Pennsylvania lawmaker wants to issue subpoenas in Kane impeachment |

Pennsylvania lawmaker wants to issue subpoenas in Kane impeachment

HARRISBURG — A Montgomery County Republican chairing a subcommittee examining impeachment proceedings against Attorney General Kathleen Kane said he is calling a meeting Tuesday to seek approval to issue subpoenas in the matter.

“That’s the plan right now,” Rep. Todd Stephens said.

Kane, the first woman and Democrat elected attorney general, faces criminal charges in Montgomery County.

Her trial is set for August on charges of perjury and obstruction of justice for allegedly orchestrating a leak of secret grand jury information to embarrass a prosecutor with whom she was at odds.

The timetable is tight for the House to actually impeach Kane. She is not running for re-election, and her term expires in early January 2017.

Kane’s top aide suggested the move is vindictive.

“To my knowledge, no one has ever had an impeachment proceeding brought against them prior to a criminal conviction and sentencing,” said Kane’s Solicitor General Bruce Castor, former Montgomery County district attorney. “We have two nominees for office, one of whom will be in place in six months. The (attorney general) is not running again, and she has delegated her legal decision-making authority. What possible reason apart from vindictiveness could there be for this move?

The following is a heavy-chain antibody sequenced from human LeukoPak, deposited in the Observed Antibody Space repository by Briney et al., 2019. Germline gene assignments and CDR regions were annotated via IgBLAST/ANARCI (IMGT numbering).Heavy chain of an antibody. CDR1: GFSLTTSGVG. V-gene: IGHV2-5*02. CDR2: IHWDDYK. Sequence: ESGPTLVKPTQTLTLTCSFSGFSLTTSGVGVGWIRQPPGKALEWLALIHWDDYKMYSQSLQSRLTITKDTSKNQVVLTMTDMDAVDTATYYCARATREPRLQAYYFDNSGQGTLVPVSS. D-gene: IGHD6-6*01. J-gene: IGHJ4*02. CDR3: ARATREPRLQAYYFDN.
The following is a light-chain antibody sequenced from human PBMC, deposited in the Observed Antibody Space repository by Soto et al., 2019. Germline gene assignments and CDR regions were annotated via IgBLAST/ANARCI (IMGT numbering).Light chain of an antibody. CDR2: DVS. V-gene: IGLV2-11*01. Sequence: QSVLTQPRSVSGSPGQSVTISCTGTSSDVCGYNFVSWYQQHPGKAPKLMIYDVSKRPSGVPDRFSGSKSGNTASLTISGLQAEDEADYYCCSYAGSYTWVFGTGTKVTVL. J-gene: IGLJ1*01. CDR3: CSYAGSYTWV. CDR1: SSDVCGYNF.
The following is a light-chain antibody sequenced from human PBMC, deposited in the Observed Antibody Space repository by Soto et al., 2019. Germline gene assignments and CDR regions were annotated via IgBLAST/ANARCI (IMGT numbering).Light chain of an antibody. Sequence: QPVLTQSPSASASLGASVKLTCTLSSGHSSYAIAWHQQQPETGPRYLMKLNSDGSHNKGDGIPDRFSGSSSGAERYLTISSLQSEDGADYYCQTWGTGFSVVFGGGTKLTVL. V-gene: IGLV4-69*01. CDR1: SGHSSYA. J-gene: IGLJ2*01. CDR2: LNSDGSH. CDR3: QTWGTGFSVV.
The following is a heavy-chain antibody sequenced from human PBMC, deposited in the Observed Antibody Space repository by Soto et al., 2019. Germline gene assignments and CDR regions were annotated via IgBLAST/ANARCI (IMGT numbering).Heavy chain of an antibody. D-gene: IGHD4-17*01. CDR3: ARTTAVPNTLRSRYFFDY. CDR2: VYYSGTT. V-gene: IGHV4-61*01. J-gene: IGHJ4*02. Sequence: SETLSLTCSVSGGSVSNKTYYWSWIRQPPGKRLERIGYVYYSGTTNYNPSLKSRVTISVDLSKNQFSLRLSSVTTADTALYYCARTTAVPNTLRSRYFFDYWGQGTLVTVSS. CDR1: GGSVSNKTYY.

“I hope the House will let the court system do it’s job and leave Attorney General Kane alone to finish up in January without making a spectacle that could influence jurors in her case.”

The Senate earlier this year didn’t come up with enough votes to remove Kane from office under an obscure constitutional provision.

Stephens, in a brief interview, gave no indication who might receive subpoenas.

Brad Bumsted is the Tribune-Review’s state Capitol reporter. Reach him at 717-787-1405 or [email protected].

TribLIVE commenting policy

You are solely responsible for your comments and by using you agree to our Terms of Service.

We moderate comments. Our goal is to provide substantive commentary for a general readership. By screening submissions, we provide a space where readers can share intelligent and informed commentary that enhances the quality of our news and information.

While most comments will be posted if they are on-topic and not abusive, moderating decisions are subjective. We will make them as carefully and consistently as we can. Because of the volume of reader comments, we cannot review individual moderation decisions with readers.

We value thoughtful comments representing a range of views that make their point quickly and politely. We make an effort to protect discussions from repeated comments either by the same reader or different readers

We follow the same standards for taste as the daily newspaper. A few things we won't tolerate: personal attacks, obscenity, vulgarity, profanity (including expletives and letters followed by dashes), commercial promotion, impersonations, incoherence, proselytizing and SHOUTING. Don't include URLs to Web sites.

We do not edit comments. They are either approved or deleted. We reserve the right to edit a comment that is quoted or excerpted in an article. In this case, we may fix spelling and punctuation.

We welcome strong opinions and criticism of our work, but we don't want comments to become bogged down with discussions of our policies and we will moderate accordingly.

We appreciate it when readers and people quoted in articles or blog posts point out errors of fact or emphasis and will investigate all assertions. But these suggestions should be sent via e-mail. To avoid distracting other readers, we won't publish comments that suggest a correction. Instead, corrections will be made in a blog post or in an article.